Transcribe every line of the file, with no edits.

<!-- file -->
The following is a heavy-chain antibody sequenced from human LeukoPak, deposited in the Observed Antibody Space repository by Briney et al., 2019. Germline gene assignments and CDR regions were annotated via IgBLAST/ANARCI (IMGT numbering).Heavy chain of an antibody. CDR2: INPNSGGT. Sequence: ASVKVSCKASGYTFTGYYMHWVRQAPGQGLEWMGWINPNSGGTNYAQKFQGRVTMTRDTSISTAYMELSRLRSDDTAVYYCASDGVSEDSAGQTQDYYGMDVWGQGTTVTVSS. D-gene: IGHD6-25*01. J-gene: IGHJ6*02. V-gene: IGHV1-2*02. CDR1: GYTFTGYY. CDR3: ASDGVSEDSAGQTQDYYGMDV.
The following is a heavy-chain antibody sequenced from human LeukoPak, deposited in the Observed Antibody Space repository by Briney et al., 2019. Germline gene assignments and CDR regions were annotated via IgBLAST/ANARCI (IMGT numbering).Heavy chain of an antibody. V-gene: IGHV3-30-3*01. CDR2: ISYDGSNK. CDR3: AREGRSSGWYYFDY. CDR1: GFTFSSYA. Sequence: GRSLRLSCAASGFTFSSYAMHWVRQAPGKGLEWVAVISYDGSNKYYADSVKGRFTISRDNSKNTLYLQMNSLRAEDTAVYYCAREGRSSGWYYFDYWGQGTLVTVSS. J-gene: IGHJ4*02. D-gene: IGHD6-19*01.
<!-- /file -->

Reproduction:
The following is a heavy-chain antibody sequenced from human LeukoPak, deposited in the Observed Antibody Space repository by Briney et al., 2019. Germline gene assignments and CDR regions were annotated via IgBLAST/ANARCI (IMGT numbering).Heavy chain of an antibody. CDR2: INPNSGGT. Sequence: ASVKVSCKASGYTFTGYYMHWVRQAPGQGLEWMGWINPNSGGTNYAQKFQGRVTMTRDTSISTAYMELSRLRSDDTAVYYCASDGVSEDSAGQTQDYYGMDVWGQGTTVTVSS. D-gene: IGHD6-25*01. J-gene: IGHJ6*02. V-gene: IGHV1-2*02. CDR1: GYTFTGYY. CDR3: ASDGVSEDSAGQTQDYYGMDV.
The following is a heavy-chain antibody sequenced from human LeukoPak, deposited in the Observed Antibody Space repository by Briney et al., 2019. Germline gene assignments and CDR regions were annotated via IgBLAST/ANARCI (IMGT numbering).Heavy chain of an antibody. V-gene: IGHV3-30-3*01. CDR2: ISYDGSNK. CDR3: AREGRSSGWYYFDY. CDR1: GFTFSSYA. Sequence: GRSLRLSCAASGFTFSSYAMHWVRQAPGKGLEWVAVISYDGSNKYYADSVKGRFTISRDNSKNTLYLQMNSLRAEDTAVYYCAREGRSSGWYYFDYWGQGTLVTVSS. J-gene: IGHJ4*02. D-gene: IGHD6-19*01.